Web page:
Ask a Trainer: Balancing the Jumper On Landing

To find the correct distance, ride the horse forward in balance to the base of the jump, says Rosie Napravnik. Photo courtesy Rosie Napravnik

Q: I’ve had my OTTB for about a year, and he’s coming along well as an eventer, but if he gets a long distance or knocks a rail, he will land and scoot out from under me, like he’s offended. Other than trying to only get a good distance, how can I fix this? I’ve fallen off a few times!

A: This is a common but relatively uncomplicated issue. Many Thoroughbreds do get offended when they make a mistake because they are so eager to please. This is a sign of a careful horse that doesn’t like hitting a rail. That’s great! Your horse might be reacting to hitting a rail, but he might also be running off to catch his balance on landing, whether because he had to chip in a stride or ended up taking a long spot. Of course, getting to the right distance to each fence is the goal, but it takes time, practice and experience to master that. One key factor to finding the correct distance is to ride your horse forward, in balance, to the base of the jump — just like how we balance them when we are riding on the flat. Of course, we want them to move forward into balance instead of running away.

To do this you will need to be very intentional upon landing. As riders, one of the most common mistakes we tend to make is to ride to a jump, but not away from it. So for a horse that wants to run off on landing, you’ll want to execute a very intentional ride after the fence. If your horse is reactive on landing, make a very small turn, and use your leg to encourage him to move his hind legs up underneath him, helping him stay balanced. Whatever happens before and over a jump, have a plan on the other side, and ride your plan immediately. You’ll want to be able to adjust to whichever ride the horse needs when he lands. If you have a good distance and land soft and in balance, you might not have to think too much to get to the next jump, circle or whatever. If you’ve had a funny distance coming in, you’ll want to be ready to help your horse by riding him forward, with intention, back into balance on the other side.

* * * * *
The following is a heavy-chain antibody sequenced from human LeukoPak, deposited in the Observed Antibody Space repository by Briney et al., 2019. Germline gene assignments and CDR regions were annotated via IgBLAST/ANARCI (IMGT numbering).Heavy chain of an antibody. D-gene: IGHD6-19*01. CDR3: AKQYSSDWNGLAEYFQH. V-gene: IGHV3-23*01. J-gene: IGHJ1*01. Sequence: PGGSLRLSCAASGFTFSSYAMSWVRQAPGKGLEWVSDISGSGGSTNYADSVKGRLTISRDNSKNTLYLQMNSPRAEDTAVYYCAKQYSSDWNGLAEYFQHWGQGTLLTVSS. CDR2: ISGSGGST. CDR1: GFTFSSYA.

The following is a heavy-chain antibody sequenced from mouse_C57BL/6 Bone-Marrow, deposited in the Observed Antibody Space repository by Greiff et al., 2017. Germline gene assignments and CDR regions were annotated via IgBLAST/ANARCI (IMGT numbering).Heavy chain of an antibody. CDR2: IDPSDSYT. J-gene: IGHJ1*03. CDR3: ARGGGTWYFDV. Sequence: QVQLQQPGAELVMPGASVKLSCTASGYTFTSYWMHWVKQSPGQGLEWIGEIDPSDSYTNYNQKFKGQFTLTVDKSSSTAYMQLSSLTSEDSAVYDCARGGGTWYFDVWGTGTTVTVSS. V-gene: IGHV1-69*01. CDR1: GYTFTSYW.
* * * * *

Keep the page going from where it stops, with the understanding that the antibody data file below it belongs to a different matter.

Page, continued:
Now, riding a horse forward when he’s running off after a fence might sound contradictory. If that doesn’t seem like something you feel confident doing, have a professional put a few rides on your horse to help him figure out how to maintain his balance before, during and after a jump.

Rosie Napravnik is a champion jockey turned OTTB advocate and eventer. She transitions horses retiring from racing at her Rosie Napravnik Off-Track Sporthorses, in Simpsonville, Kentucky.

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